The parking lot company that applied for a permit to demolish iconic DIY venue the Smell says it won't be bringing in the bulldozers just yet. 

Kevin Litwin, chief operating officer of Joe’s Auto Parks — a subsidiary of L&R Group of Companies, the L.A.-based parking enterprise that owns the building where the Smell is located, and which served the venue and the building’s other tenants with a demolition notice late last week — tells L.A. Weekly that L&R Group has indeed applied for a city permit to demolish the building. But Litwin claims the company never actually had plans to demolish the building; it was just leaving that option open for future development possibilities.

“Right now we don’t have anything planned,” Litwin said in a phone call Tuesday afternoon. “We literally had no plans.”

This week, Litwin says, the company will hand-deliver letters to the tenants of the building to explain the situation. The letter, which is signed by John Lee of L&R affiliate RP Realty Partners (a copy of which Litwin sent to the Weekly), apologizes for the situation and says the demolition notice doesn't mean that all the tenants are set for eviction, but at the same time makes clear that the Smell and the other tenants might still need to find new homes eventually. It reads, in part (emphasis added):

In no way should the demolition notice be considered Landlord's 30-day notice to terminate the Lease. Instead, Landlord is merely considering the potential for demolishing the building at some point in the future, which is why the notice was posted per local rules as a prerequisite to pulling a demolition permit. Rest assured that if Landlord ultimately decides to demolish the building, you will be given adequate notice to ensure that you have time to make alternative arrangements for relocation.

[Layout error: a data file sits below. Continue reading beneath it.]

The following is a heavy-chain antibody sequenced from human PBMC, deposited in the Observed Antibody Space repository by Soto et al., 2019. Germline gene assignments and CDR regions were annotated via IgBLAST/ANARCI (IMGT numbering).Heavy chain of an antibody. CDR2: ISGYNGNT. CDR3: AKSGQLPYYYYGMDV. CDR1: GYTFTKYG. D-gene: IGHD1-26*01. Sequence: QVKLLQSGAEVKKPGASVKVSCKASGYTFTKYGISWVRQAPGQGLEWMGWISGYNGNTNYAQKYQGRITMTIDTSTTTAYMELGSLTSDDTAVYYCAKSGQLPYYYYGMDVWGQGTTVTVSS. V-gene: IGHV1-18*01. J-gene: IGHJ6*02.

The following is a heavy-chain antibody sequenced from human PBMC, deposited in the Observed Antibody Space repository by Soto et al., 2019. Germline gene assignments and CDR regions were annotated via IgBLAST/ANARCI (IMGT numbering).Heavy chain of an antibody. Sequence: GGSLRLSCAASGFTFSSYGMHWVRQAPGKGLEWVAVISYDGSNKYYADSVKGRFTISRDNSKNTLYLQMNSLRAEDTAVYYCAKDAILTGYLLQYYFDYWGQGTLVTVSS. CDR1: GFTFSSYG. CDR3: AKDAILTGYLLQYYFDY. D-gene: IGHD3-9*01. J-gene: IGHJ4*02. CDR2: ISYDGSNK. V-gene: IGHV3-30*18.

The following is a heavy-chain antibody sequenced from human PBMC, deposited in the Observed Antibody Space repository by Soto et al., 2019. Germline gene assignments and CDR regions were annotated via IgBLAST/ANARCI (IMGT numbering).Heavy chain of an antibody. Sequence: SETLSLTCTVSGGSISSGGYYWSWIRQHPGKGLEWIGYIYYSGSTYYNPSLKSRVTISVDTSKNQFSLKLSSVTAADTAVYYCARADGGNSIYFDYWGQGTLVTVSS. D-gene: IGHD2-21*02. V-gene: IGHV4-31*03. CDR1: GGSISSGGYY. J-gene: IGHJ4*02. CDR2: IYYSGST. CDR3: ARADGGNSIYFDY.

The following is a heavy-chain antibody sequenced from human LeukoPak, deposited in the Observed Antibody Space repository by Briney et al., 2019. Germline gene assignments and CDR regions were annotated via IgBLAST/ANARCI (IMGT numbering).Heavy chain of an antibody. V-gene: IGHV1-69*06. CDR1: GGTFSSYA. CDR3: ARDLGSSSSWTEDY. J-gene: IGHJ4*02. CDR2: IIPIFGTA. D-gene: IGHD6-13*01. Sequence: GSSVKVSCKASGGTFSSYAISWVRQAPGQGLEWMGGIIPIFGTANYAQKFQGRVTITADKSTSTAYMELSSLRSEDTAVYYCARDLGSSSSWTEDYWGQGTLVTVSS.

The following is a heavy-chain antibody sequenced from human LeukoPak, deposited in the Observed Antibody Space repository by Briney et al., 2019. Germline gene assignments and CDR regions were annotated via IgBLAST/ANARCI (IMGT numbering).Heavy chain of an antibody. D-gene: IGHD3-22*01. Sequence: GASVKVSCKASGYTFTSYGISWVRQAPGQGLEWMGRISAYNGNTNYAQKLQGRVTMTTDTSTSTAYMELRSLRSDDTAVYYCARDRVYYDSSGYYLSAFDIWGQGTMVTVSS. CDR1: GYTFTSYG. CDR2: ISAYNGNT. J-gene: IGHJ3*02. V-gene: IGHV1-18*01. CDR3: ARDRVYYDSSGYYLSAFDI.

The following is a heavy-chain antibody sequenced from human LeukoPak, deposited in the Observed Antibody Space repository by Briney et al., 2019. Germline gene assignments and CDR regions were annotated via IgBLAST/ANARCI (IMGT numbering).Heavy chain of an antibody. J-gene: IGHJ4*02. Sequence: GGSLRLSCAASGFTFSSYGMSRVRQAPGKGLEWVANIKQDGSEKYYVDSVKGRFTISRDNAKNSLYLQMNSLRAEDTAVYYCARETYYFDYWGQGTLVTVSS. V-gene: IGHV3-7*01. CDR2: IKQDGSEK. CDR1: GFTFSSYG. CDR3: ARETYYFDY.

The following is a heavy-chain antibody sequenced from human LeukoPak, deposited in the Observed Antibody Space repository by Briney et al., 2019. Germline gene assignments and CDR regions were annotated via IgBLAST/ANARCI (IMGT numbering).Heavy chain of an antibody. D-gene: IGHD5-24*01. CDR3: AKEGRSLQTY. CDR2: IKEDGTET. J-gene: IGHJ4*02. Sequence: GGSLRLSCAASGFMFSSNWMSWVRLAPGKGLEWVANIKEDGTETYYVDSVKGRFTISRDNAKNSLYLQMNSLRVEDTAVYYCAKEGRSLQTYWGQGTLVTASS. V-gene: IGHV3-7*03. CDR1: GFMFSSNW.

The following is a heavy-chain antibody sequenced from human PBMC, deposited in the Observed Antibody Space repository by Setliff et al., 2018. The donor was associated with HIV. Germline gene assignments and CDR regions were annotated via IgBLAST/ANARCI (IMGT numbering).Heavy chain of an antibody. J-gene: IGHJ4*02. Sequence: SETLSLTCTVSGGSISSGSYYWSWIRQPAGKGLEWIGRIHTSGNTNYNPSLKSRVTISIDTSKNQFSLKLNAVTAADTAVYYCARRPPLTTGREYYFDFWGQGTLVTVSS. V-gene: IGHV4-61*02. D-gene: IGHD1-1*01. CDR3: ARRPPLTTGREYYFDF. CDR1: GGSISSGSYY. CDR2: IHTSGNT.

Jim Smith, the Smell’s owner, says he's been playing phone tag with the property owners over the last day and points out that the plans are vague.

“They haven't given us any kind of timeline in terms of when or if the building might be demolished. That's one of the questions I want to ask them when we do talk,” Smith says. “But the fact remains, they obviously do have plans at some point in the future to level the building, to level the entire block. And so we need to start thinking about our future and ways we can delay that as much as possible but also things we need to start doing to plan for a move.”

In an extensive interview with Noisey published Tuesday, Smith said he's currently working with other tenants on the block (including the Downtown Independent movie theater and the New Jalisco Bar) to figure out next steps.

The Smell has been in the same downtown location since 1999, its entrance tucked away down an alley on Harlem Place — a humble locale that has offered a home for a thriving underground music community. On Tuesday, Smith and the Smell’s team of volunteers announced a GoFundMe campaign with the ultimate goal of raising enough funds to buy a small building in which they can set up shop, so they never have to worry about future evictions. As of the morning of June 1, the campaign has raised more than $10,000 of a $1.4 million goal.

Litwin, in a follow-up email with the Weekly, stressed that he's not a bad guy. The parking lot executive is a co-founder of a California employee advocacy group, and he lobbied last year in support of L.A.'s minimum-wage hike. He said his company has worked on other community issues as well. “We are big activist and community-oriented folks, as a family-owned company that's been in the downtown market over 60 years,” he said in the email. 

News first broke about the demolition when Smith found a notice posted outside the Smell on Friday, May 27. It came with a menacing note warning in all-caps that, so long as the demolition plans are up to local codes and other laws, “PUBLIC COMMENT WILL HAVE NO IMPACT ON THIS PROJECT.”

Litwin now seems eager to distance himself from this notice heard 'round the world, saying he and his fellow executives at L&R Group had no idea about the importance of the Smell and that the notices were posted as a formality by a company they hired to help with the permitting.

“This specific process requires something to be posted and proof of it included with the application to the city,” Litwin said via email. “From what I am told, this is an added step mainly for buildings over 30 years of age.” 

David Lara, a spokesman for the City of L.A.’s Department of Building & Safety, says the process of getting a demolition permit is relatively straightforward. For all of the Smell's historic stature in the L.A. music scene, the building it's located in doesn’t have official historic designation, so a demolition permit for a building of this type could be issued in as little as three or four days.

Asked if L&R will rescind this permit application and thus cancel its demolition plans, Litwin said: “It will definitely be talked about when the partners meet at the end of the week. Since there are no plans, demo, development, etc. … all options are on the table.” 

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